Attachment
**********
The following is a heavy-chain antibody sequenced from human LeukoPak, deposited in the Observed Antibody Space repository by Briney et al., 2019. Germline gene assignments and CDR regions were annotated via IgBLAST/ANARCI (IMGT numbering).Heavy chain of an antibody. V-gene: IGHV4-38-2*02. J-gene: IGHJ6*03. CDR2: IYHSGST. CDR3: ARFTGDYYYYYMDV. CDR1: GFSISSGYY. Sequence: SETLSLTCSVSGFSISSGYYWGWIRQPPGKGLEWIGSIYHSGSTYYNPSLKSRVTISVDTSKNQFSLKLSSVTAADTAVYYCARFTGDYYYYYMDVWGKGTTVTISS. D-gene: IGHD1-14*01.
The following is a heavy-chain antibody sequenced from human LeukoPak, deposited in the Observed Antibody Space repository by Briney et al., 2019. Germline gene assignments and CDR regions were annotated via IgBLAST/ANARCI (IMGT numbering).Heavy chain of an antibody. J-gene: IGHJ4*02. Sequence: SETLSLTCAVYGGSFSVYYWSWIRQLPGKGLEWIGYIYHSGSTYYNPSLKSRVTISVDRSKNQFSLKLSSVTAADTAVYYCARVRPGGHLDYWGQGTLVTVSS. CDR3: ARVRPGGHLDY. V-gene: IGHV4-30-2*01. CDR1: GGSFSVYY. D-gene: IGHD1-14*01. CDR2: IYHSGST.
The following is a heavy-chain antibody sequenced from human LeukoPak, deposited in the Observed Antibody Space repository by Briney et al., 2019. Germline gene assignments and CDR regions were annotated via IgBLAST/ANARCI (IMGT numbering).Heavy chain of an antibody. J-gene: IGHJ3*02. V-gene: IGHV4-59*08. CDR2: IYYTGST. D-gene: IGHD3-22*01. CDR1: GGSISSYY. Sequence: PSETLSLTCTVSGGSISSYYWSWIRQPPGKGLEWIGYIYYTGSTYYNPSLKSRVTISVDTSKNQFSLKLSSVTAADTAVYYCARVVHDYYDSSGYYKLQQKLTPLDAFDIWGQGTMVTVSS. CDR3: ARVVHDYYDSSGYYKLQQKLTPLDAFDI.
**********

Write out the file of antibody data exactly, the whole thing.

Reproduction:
The following is a heavy-chain antibody sequenced from human LeukoPak, deposited in the Observed Antibody Space repository by Briney et al., 2019. Germline gene assignments and CDR regions were annotated via IgBLAST/ANARCI (IMGT numbering).Heavy chain of an antibody. V-gene: IGHV4-38-2*02. J-gene: IGHJ6*03. CDR2: IYHSGST. CDR3: ARFTGDYYYYYMDV. CDR1: GFSISSGYY. Sequence: SETLSLTCSVSGFSISSGYYWGWIRQPPGKGLEWIGSIYHSGSTYYNPSLKSRVTISVDTSKNQFSLKLSSVTAADTAVYYCARFTGDYYYYYMDVWGKGTTVTISS. D-gene: IGHD1-14*01.
The following is a heavy-chain antibody sequenced from human LeukoPak, deposited in the Observed Antibody Space repository by Briney et al., 2019. Germline gene assignments and CDR regions were annotated via IgBLAST/ANARCI (IMGT numbering).Heavy chain of an antibody. J-gene: IGHJ4*02. Sequence: SETLSLTCAVYGGSFSVYYWSWIRQLPGKGLEWIGYIYHSGSTYYNPSLKSRVTISVDRSKNQFSLKLSSVTAADTAVYYCARVRPGGHLDYWGQGTLVTVSS. CDR3: ARVRPGGHLDY. V-gene: IGHV4-30-2*01. CDR1: GGSFSVYY. D-gene: IGHD1-14*01. CDR2: IYHSGST.
The following is a heavy-chain antibody sequenced from human LeukoPak, deposited in the Observed Antibody Space repository by Briney et al., 2019. Germline gene assignments and CDR regions were annotated via IgBLAST/ANARCI (IMGT numbering).Heavy chain of an antibody. J-gene: IGHJ3*02. V-gene: IGHV4-59*08. CDR2: IYYTGST. D-gene: IGHD3-22*01. CDR1: GGSISSYY. Sequence: PSETLSLTCTVSGGSISSYYWSWIRQPPGKGLEWIGYIYYTGSTYYNPSLKSRVTISVDTSKNQFSLKLSSVTAADTAVYYCARVVHDYYDSSGYYKLQQKLTPLDAFDIWGQGTMVTVSS. CDR3: ARVVHDYYDSSGYYKLQQKLTPLDAFDI.